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Monday, 5 June, 2000, 17:13 GMT 18:13 UK
Ask David Hempleman-Adams
Adventurer David Hempleman-Adams has just become the first person to fly to the North Pole in an open balloon.
His epic 132-hour flight also smashed the British solo ballooning record, which stood at 13 hours.
But it wasn't all plain-sailing. The five day journey was filled with drama - at one point the 43-year-old adventurer even found himself trying to clamber out of the basket in his sleep.
We put your questions to adventurer David Hempleman-Adams.
John Malcolm, UK: David: Well done on a fabulous achievement. What on earth makes you attempt these things?
Hempleman-Adams: I just think that there's adventure in all of us, and it doesn't matter if you want to climb Everest or Snowdon, but if you want to go and do it just try, that's all, just go and have a bit of fun and that's what I've done and that's what I've always tried to instill, and just push yourself.
Matt, UK: I have had a few sleep walking experiences, but none of them come close to this. What went through your mind when you finally woke up, and did you feel a bit of a idiot?!
Hempleman-Adams: No, just scared. What happened was I got into such a deep sleep, I hadn't slept for 2 days, so I got into such a deep sleep, and the claxon woke me up and it was just that scare, in that split second, that I thought 'Christ I've got to get out of here' and it was the harness that saved me going over.
Richard Benham, USA (ex-pat) - Lufbra balloon team: What is the next adventure you plan and what have you learnt about yourself from the event.
Hempleman-Adams: At the moment I haven't even gone home yet, so it'll be nice just to go home and have a bath and then down the pub, I think that'll be my next adventure.
Rory Byrne, England: David - First off congratulations, it must have been one hell of journey. What was going though your mind for the most part of the flight, or did you have to kept totally focused on flying throughout?
Hempleman-Adams: Totally focused on flying throughout. The autopilot helps but if you take your mind off the ball you're stuffed really so it was constant pressure throughout.
I suppose what I've learnt at my old age is that anything is possible, but the other thing is teamwork, although I was just the monkey in the basket it took a huge team and a very professional team to get me there and back and that's the important thing, to have created this team and they performed so fantastically, just as one family really.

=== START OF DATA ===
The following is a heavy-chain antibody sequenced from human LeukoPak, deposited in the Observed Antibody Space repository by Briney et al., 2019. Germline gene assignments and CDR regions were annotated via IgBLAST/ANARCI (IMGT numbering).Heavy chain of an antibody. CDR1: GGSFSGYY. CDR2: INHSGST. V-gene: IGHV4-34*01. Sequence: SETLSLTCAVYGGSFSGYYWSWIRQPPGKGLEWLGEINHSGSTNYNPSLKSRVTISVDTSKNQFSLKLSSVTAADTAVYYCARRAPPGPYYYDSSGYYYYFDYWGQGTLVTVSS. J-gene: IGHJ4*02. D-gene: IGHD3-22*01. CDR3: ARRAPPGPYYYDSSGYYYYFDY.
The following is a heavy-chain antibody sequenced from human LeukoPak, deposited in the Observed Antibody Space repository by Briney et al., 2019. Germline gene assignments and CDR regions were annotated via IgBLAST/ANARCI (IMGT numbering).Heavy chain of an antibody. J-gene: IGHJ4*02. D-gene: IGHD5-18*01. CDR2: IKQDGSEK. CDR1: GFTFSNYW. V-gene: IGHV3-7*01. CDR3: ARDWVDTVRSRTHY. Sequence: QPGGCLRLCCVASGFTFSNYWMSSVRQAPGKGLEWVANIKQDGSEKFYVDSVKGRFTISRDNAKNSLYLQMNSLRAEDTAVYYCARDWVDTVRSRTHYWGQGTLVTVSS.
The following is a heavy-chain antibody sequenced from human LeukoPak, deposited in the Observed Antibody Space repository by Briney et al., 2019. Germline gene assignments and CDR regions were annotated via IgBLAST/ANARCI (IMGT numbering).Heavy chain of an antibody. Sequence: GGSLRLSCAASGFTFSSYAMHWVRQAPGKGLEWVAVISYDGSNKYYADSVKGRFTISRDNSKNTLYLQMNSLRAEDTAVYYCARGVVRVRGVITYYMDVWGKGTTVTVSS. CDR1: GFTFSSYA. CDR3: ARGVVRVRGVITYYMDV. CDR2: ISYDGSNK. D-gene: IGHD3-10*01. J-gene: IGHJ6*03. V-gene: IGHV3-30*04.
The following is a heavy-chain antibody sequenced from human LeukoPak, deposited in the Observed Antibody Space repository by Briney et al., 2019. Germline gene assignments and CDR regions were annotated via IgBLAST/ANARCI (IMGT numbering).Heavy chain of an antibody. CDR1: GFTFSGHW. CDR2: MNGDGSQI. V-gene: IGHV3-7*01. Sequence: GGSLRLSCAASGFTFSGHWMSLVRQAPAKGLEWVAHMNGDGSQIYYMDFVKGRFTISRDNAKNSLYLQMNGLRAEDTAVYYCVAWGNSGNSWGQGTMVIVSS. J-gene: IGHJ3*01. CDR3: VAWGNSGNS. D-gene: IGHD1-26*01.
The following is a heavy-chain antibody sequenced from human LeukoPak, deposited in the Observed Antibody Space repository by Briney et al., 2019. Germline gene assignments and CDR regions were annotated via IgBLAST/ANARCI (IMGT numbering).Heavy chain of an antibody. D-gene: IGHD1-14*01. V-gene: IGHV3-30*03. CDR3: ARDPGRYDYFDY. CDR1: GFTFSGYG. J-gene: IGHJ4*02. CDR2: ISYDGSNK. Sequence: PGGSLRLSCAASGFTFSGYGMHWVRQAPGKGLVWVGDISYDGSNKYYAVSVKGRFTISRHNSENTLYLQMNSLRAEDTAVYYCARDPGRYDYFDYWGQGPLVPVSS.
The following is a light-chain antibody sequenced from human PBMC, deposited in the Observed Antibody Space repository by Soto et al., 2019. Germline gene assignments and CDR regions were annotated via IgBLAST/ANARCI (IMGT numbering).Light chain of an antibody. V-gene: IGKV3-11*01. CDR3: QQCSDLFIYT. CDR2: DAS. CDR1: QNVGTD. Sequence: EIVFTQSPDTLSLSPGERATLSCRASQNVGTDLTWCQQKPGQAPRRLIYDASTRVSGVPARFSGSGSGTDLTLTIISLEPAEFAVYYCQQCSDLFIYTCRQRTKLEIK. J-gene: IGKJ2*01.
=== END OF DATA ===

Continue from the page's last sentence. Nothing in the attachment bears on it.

Philip Levy, UK: Congratulations on your fantastic achievement. What would you say to people who question the validity of your claim to reaching the North Pole as you were still 12.9 miles away.
Hempleman-Adams: It was always the case of trying to get within 1 degree of the pole. If you want to get to the pole and be accurate 90 degrees, which I've done before, you have to walk, you can't fly, you could do it in a helicopter but a balloon is probably the worst thing in the world to fly accurately. If you think of 800 miles down from London to say, the South of France, to get within 12 miles of your target is a miracle and what we tried to do was get within one degree, the authorities have accepted that as reaching the north pole, and anything extra was a bonus, so to get within 12 miles was a bonus. There's no way you could get any more accurate than that, it's simply an impossibility in a balloon.
Huw Gill, UK: When can we expect another excellent book??
Hempleman-Adams: Hopefully there'll be one early next year, I'll start writing now so hopefully we'll get something in the system about this adventure.
Jeremy Maloney, USA: Past or present, which adventurer do you really admire? Has anyone been really inspirational to you in your life?
Hempleman-Adams: I have to say Saloman Andree who did this trip, he inspired me to go, it was a fantastic story and a beautiful story really, and it was a tragedy that they didn't get back safely. There were two things I thought of when we reached the pole, one the fact that we'd got there and secondly that poor old Andree who was out there before didn't get back.
G Williams, Wales: What do your friends and family make of your adventures?
Hempleman-Adams: I think they're used to it to be honest and they just say 'get on with it', give me the credit cards and get on with it, but it's just been very lucky, that's the thing.
Arnold Abrahams, England: Did you have a weapon with you to tackle an angry polar bear if you'd landed next to one?
Hempleman-Adams: Yes I took a 306 rifle just in case of polar bears and that was stowed in the basket.
Sam Jones, Isle of Man: What did you do to keep yourself amused?
Hempleman-Adams: Just flying and doing the navigation and the radio work there was no time to get bored. I had a little radio to listen to the BBC World Service with, but I didn't bother because there was so much to do.
Lucy Cooke, UK: If you were stranded on a desert island and you could take one luxury item with you, what would it be?
Hempleman-Adams: I'd take a female! Other than that a saxaphone, I've always wanted to learn the saxaphone and it would be a good place to go and practice.
Kathy Simmons, UK: I know it's a bit of a personal question, but it's one that's bothering my colleagues - what were the toilet facilities like in your capsule?!
Hempleman-Adams: Just a bucket, a plastic bucket, so you went in the bucket and then it went over the side.
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